ETIOLOGY Hepatitis A virus (HAV), Hepatovirus Picornavirus, enterovirus 72 27 nm 1 serotype only, although there are 4 genotypes Hepatitis E virus (HEV) Calicivirus-like virions 30 – 32 nm Both are ssRNA, naked icosahedral viruses
EPIDEMIOLOGY Natural hosts Humans Distribution HAV is worldwide. High-prevalence areas: Africa, Asia, Central and South America. Epidemics of HEV have been reported in India (1955 with 29000 cases).
Fecal-oral route The virus survive in the environment for over 3 months. Daycares are good places for HAV infections to spread. Transmission
HAV Children 5-9 years Young adults 25-35 years HEV Young and middle-aged adults Prevalent Crowded living conditions Areas of low socioeconomic development >90% of the population in underdeveloped countries has experienced HAV infection, vs. to <50% of the population in developed countries. Incidence
PATHOGENESIS Portal: After ingestion, the rigid capsid withstands the harsh conditions in the stomach and intestines. Viremia: HAV replicates in the oropharynx and epithelial lining of the intestines, where it initiates a transient viremia and infects the liver. Replication: HAV binds to and replicates within liver parenchymal cells. Virus shedding: Virus is released into the bile and eventually the stools. Virus may be shed for 10 days before clinical symptoms appear.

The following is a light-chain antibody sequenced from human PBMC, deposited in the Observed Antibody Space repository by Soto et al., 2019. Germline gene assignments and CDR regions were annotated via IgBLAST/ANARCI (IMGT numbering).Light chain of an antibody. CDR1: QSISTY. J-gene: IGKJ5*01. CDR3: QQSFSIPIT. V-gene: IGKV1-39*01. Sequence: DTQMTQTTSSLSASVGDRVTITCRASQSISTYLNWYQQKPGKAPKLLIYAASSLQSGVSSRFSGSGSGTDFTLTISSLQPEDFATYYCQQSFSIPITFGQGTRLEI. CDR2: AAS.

Immunological role in pathology: Antibody-antigen complexes and complement fixation contribute to inflammation and tissue damage. Self-limited disease: All HAV infections are acute, being self-limited by the induction of IgM and IgG, which confers long-lasting immunity. No chronic complications.
MANIFESTATIONS Incubation: 14 - 45 days. Children: 84 - 94% are asymptomatic Adults: 5 - 25% are asymptomatic; 66% have jaundice Initial symptoms: fever, malaise, fatigue, headache, anorexia, nausea, vomiting and pain in the right upper quadrant; and hepatosplenomegaly. Classic symptoms: Cholestasis: Dark urine, clay-colored stools followed in 1 - 5 days by clinical jaundice. The liver is enlarged and tender. Liver damage produces increased blood levels of: Aspartate aminotransferase (AST=SGOT) Alanine aminotransferase (ALT = SGPT) Bilirubin
LABORATORY DIAGNOSIS Elevated liver enzymes High titer of anti-HAV IgM (only one serotype) in the serum during the acute phase of the illness using ELISA. 15% of people infected will have prolonged or relapsing symptoms over a 6 – 9 months period. HEV is serologically unrelated and detection of IgM antibodies is available.
THERAPY Supportive therapy and rest HAV: low mortality (0.1-0.2%) HEV: Mortality rate 10 times HAV (1-2%). Especially high mortality (20%) during pregnancy
PREVENTION Passive immunization using pooled human immune serum globulin (ISG). ISG is of no value once symptoms have appeared. Vaccination of children 2 years of age and older; adolescents and adults is required for people who live in intermediate or high-risk areas. Hepatitis A vaccine: inactivated (killed) vaccines. The vaccine should be administered by intramuscular injection into the deltoid muscle.